In her witty and charming debut novel, Glamour books editor Elisabeth Egan portrays the struggles of one suburban mom after her husband's career setback sends her back into the workforce full time.
The most common advice to aspiring authors is “Write what you know.” Clearly Elisabeth Egan took this advice to heart when penning her debut novel, A Window Opens, a literary anthem for 21st-century working mothers.
Parnaz Foroutan’s debut, The Girl from the Garden, explores the fortunes of the Malacoutis, a wealthy Jewish family in Iran at the turn of the 20th century, as remembered by the family’s only surviving daughter, Mahboubeh. Now elderly and living in Los Angeles, Mahboubeh wanders her garden, awash in memories that seem more real than her California home.
This surreal and entertaining debut is a concise, imaginative novel that explores life and death, work and home, personality and professionalism in an almost Orwellian fashion.
Naomi Jackson's The Star Side of Bird Hill is a lush and lyrical debut set in Barbados during the summer of 1989. Ten-year-old Phaedra and her 16-year-old sister Dionne are sent away from their home in Brooklyn to spend some time with their maternal grandmother, Hyacinth, in the Caribbean, but neither girl is quite prepared for what the summer holds in store. Jackson centers her tale around four women in the same family, but from four different generations, and acutely sifts through the emotional landscapes of coming-of-age, claiming a cultural identity, grief and mental illness while including plenty of moments of brash humor and poetic insight. We asked Jackson a few questions about her own ties to Barbados, her writing process, what she's working on next and more.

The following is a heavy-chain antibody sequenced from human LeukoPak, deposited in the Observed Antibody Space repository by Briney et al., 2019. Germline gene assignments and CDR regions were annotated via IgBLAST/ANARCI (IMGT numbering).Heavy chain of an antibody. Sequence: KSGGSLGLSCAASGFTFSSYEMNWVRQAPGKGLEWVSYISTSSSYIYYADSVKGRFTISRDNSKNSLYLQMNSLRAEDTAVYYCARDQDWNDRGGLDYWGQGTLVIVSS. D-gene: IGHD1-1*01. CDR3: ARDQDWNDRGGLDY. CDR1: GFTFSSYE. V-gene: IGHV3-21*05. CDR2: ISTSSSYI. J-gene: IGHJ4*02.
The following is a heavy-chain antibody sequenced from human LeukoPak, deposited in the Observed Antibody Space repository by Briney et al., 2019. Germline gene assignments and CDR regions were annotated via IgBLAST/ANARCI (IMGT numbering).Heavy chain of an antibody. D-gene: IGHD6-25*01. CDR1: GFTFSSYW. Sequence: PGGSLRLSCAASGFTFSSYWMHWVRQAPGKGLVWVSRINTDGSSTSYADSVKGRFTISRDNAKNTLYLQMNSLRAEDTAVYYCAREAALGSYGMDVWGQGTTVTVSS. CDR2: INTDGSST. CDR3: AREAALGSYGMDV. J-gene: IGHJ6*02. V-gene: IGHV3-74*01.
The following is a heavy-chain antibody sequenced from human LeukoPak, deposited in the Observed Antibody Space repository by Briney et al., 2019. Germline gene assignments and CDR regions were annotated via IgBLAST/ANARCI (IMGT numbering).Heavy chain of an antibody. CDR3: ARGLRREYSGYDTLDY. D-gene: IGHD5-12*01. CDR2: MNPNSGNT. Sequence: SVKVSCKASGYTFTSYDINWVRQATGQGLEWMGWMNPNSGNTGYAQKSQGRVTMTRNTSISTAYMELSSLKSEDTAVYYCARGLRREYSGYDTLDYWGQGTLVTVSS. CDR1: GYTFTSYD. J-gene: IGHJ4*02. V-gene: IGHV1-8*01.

From Nathaniel Hawthorne’s doomed Puritans and Flannery O’Connor’s cursed freaks, right up to Marilynne Robinson’s devout, reserved Midwesterners, there is a rich tradition of religious novels in American literature. Val Brelinski explores similar themes in her provocatively titled debut novel The Girl Who Slept With God.
In a Dark, Dark Wood by Ruth Ware is every adult’s worst nightmare. In her debut novel, Ware rips off the Band-Aids binding her characters’ adolescent scars in order to reopen unforgettable, unforgivable wounds.
A British author shares the story behind his lifelong fascination with the American space program, the subject of his emotionally resonant debut novel.
Stanley and Vera reunite at each year’s National Spelling Bee, forming a bond over their shared victory and their mothers’ quirks and ambitious goals for their lives. They seem destined for success, sure to cross paths again at Harvard—until Stanley proposes a deal.
In her debut novel, New York Times reporter Stephanie Clifford takes readers to New York City in the years before the 2008 stock market crash. Everybody Rise follows young striver Evelyn Beegan as she attempts to break into some of New York City’s most elite circles—and will go to almost any extreme to make it happen. We spoke to Clifford about her move from reporting to fiction, social power structures and the “unlikeable” female protagonist.